Reality television stars Todd and Julie Chrisley were recently convicted for tax fraud and willingly filing false tax returns. They blamed an employee and their accountant feigned ignorance, but the IRS wasn’t having it. What went on, and can it happen to you?
The Chrisleys were found guilty of conspiring to defraud community banks out of more than $30 million of fraudulent loans. Additionally, they were convicted alongside their accountant, Peter Tarantino, of tax crimes including conspiring to defraud the IRS. The couple was also guilty of tax evasion, and their accountant of filing two false corporate tax returns on behalf of the Chrisleys’ company. Finally, Julie Chrisley was found guilty of wire fraud and obstruction of justice.
That’s a very long list of charges. What happened? According to the U.S. Department of Justice, the fraud started before the Chrisleys became reality television stars. They first submitted false bank statements and other documents to obtain $30 million in personal loans from community banks. After spending the money, Todd Chrisley filed for bankruptcy (to essentially wipe the slate clean). But before the smoke cleared on the bankruptcy proceedings, Julie was again manufacturing financial documents, this time to acquire a luxury rental in LA, which they quickly failed to pay rent on.
Around that time, the Chrisleys were starting their reality TV careers and earning millions. That money would have gone toward paying Todd Chrisley’s delinquent back taxes, but they had a plan for that, too. They devised a loan-out company and opened and kept the corporate bank accounts only in Julie’s name. Once the IRS started asking questions of Julie, they transferred ownership to Todd’s mother. All the while, they failed to file individual tax returns for 2013, 2014, 2015, and 2016. Their accountant was also convicted of filing two false corporate tax returns (for the loan-out company) on their behalf.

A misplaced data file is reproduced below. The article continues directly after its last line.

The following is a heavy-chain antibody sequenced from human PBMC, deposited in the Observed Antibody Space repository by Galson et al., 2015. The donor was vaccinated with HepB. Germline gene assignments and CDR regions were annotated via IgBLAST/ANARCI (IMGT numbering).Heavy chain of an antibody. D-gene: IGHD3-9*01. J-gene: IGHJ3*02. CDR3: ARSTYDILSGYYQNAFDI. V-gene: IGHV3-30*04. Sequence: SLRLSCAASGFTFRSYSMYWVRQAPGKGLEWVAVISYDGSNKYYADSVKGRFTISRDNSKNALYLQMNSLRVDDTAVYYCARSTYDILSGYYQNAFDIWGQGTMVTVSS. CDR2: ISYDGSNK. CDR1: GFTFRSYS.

What really irked the IRS was that “at one point, Todd Chrisley falsely claimed on a radio program that he paid $750,000 to $1 million in federal income taxes every year, even though he had not filed or paid his personal income tax returns for years.”
Bloomberg Tax Editor Kelly Phillips Erb explains these twists and turns and what they mean to non-celebrity taxpayers here. The Chrisleys initially blamed an employee. Their accountant tried to prove he wasn’t a criminal but instead unqualified; that he had failed the CPA exam multiple times and was “in over his head.” But the events showed a willfulness to evade taxes supported by a pattern of fraudulent behavior. Those are key points. Not filing tax returns for several years didn’t help them because there is no time limitation for the IRS to review tax returns that were never filed.
Sentencing for the Chrisleys happens in October 2022. Since they face tax crimes alongside bank fraud and other crimes, their time in prison could be lengthy. But if you’re a taxpayer doing your best, rest assured that these types of cases don’t happen because of one innocent misstep. They happen when “reality” is twisted willfully and undeniably and, in their case, repeatedly. For questions, feel free to contact us.